C3 and C4 types of photosynthesis.

MX7

Member
Location
cotswolds
I was told a long time ago that Maize grows in a different way to most plants.
At long last I have found what the difference is ,Maize Uses C4 type photos synthesis compared to most other plants using C3 photosynthesis.
From what I can make out C4 photosynthesis is much better for taking up Carbon Dioxide.
It’s ok I am recovering from Hernia operation so plenty of time for finding out useless information! ;)
 

Bogweevil

Member
I was told a long time ago that Maize grows in a different way to most plants.
At long last I have found what the difference is ,Maize Uses C4 type photos synthesis compared to most other plants using C3 photosynthesis.
From what I can make out C4 photosynthesis is much better for taking up Carbon Dioxide.
It’s ok I am recovering from Hernia operation so plenty of time for finding out useless information! ;)

Yes, c4 sort of pumps co2 into leaves as opposed to passive flow in c3 which loses more water as the stomata have to stay open longer. The downside is c4 enzymes are generally cold sensitive so only found in warm season crops.

Now that is settled, move on to CAM to see why cacti are even more water efficient than C4.
 

MX7

Member
Location
cotswolds
Yes, c4 sort of pumps co2 into leaves as opposed to passive flow in c3 which loses more water as the stomata have to stay open longer. The downside is c4 enzymes are generally cold sensitive so only found in warm season crops.

Now that is settled, move on to CAM to see why cacti are even more water efficient than C4.
Bogweevil, thanks for taking the time to reply.
Interesting info,I wonder if plant scientists have/ are trying to produce strains of wheat etc that need less moisture to grow to reach full maturity , a form of C4 cereal.
 

Charles Quick

Member
BASE UK Member
Location
Somerset
C4 wheat has been a goal in plant science since the green revolution. It's not just a case of shoving the DNA for a few enzymes into the plant though.
The leaf architecture, 'Kranz anatomy', is crucial for C4, as the CO2 is harvested in the mesophyll and then transported as malate to the bundle sheath cells where it is converted back to CO2, but in much higher concentration. This makes the enzyme that fixes carbon, Rubisco, much more efficient as it also has a high affinity for oxygen as well as CO2.

However there is hope that it can be done, as it has evolved independently several times in nature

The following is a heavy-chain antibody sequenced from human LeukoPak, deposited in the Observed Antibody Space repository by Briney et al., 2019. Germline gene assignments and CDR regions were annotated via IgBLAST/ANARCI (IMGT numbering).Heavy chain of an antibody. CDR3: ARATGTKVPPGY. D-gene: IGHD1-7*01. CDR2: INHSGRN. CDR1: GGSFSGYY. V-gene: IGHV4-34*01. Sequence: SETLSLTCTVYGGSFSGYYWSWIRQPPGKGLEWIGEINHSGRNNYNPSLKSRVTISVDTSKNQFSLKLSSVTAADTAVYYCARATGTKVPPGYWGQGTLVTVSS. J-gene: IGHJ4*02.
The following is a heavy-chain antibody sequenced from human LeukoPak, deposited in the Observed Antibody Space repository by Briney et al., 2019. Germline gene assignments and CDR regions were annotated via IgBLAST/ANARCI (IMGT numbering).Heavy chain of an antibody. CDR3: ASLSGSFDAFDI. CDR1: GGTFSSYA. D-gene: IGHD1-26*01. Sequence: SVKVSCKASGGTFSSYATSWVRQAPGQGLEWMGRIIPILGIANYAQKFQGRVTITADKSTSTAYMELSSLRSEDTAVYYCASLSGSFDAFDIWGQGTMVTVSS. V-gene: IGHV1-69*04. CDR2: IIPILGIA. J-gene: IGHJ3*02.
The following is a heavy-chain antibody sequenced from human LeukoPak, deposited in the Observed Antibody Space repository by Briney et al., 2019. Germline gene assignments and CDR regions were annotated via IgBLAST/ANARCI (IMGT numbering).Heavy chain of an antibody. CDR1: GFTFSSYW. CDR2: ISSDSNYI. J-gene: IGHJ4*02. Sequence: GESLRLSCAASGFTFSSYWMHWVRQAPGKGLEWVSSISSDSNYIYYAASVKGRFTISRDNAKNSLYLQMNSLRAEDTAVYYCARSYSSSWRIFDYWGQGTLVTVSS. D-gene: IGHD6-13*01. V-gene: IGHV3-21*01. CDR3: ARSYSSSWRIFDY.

MX7

Member
Location
cotswolds
Off Topic.
I know very little about Maize but does it take a lot out of the ground( a lot more than a 10t/ha wheat crop?) as it produces so much Biomass,also do Maize roots go down into the ground very deep there by improving soil structure especially on heavy land. Ok in many cases soil structure will be ruined if harvested while soil is very wet:banghead::inpain:
 
Off Topic.
I know very little about Maize but does it take a lot out of the ground( a lot more than a 10t/ha wheat crop?) as it produces so much Biomass,also do Maize roots go down into the ground very deep there by improving soil structure especially on heavy land. Ok in many cases soil structure will be ruined if harvested while soil is very wet:banghead::inpain:

Yes, it takes a shed load out of the ground though when combining it a lot of the stover goes right back on the ground.

I believe the USDA calculated that the average corn yield last year was 177 bushels/acre which works out at 4.5 tonne/acre. It's a bit of a myth that North America grows very low grain yields all over.

Maize is an interesting plant. There are ancient strains of maize that are perennial, and others which are basically aquatic.
 

Make Tax Digital Software Poll

  • Quickbooks

    Votes: 33 16.8%
  • Sage

    Votes: 20 10.2%
  • Xero

    Votes: 89 45.4%
  • Other

    Votes: 54 27.6%

Man fined £300 for bonfire-related waste offences

  • 128
  • 0
Written by William Kellett from Agriland

court-640x360.jpg
A man has pleaded guilty at Newtownards Magistrates’ Court to waste offences relating to a bonfire next to the electrical sub-station on the Circular Road in Newtownards, Co. Down.

Gareth Gill (51) of Abbot’s Walk, Newtownards pleaded guilty to two charges under the Waste and Contaminated Land (Northern Ireland) Order 1997, for which he was fined £150 each and ordered to pay a £15 offender’s levy

On June 25, 2018, PSNI officers went to Gill’s yard, where they found a large amount of waste consisting of scrap wood, pallets, carpet and underlay.

Discussion with Northern Ireland Environment Agency (NIEA) officers confirmed the site...
Top